The legal sector is upbeat and from talking to people, there is a definite sense amongst lawyers that it’s all getting better. This is evidenced in The Bellwether Report 2015: The Age of the Client too – it highlights that practice performance is showing encouraging signs of growth. 63 per cent of firms say performance in increasing and two-thirds of lawyers anticipate growth over the next five years too.
This is heartening of course – the legal sector has recently undergone possibly one of the deepest recessions in its history, and at last the horizon is beginning to look rosy. However, one cannot but help caution against a false sense of security. In this digital age where there is an abundance of choice, clients like most consumers are not brand loyal, and what they perceive as value is markedly different to what lawyers believe customers value. Procurement, especially in B2B law is approached very differently by purchasers – the sacrosanct relationship with the lawyer/law firm is no longer a given. Also, common terminology means different things to both parties. ‘Transparency of costs’ is a case in point. For lawyers it means a quote of their hourly rate, but for clients it means knowing exactly what the deliverable is for that cost.
Firms need to have a client relationship management strategy. This entails devising an approach to help them develop a robust relationship with each of their clients across the various stages of engagement – right from prospect, contact and customer stages through to earning the trust and making the client an ‘advocate’ of your firm. In a corporate situation, the relationship may be driven by the lawyer/firm helping the client run his business by developing a deep understanding of the challenges and difficulties. In a home conveyancing situation, the relationship may be focused on being empathetic to a client’s personal situation, appreciating his or her need to complete the deal and helping them to achieve that result within the desired timeframe.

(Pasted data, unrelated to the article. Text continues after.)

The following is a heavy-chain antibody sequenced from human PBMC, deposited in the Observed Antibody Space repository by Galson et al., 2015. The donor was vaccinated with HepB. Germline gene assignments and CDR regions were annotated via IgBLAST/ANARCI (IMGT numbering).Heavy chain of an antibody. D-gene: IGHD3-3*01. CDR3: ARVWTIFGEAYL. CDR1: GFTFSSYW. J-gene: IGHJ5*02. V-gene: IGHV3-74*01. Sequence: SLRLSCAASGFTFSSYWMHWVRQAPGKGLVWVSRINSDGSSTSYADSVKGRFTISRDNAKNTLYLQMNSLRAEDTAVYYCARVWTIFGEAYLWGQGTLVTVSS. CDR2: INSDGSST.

It is perhaps counter intuitive to lawyers and a departure from the way they have traditionally operated, but things like listening, caring, providing regular updates, demystifying the law, keeping to timetables and such are what differentiates one lawyer from another – and are the key factors that will introduce the much-desired, but missing ‘stickiness’ in the lawyer-client relationship in the current business environment.
Client relationship management done well will go a long way in securing firms’ future, regardless of the turn that the economy might take in years to come. It will poise them well to ride the wave in good times and secure them enough to enable them to weather the storm when the economic outlook is not as positive. Firms will ignore it at their peril.
You can download the full copy of The Bellwether Report 2015: The Age of the Client here.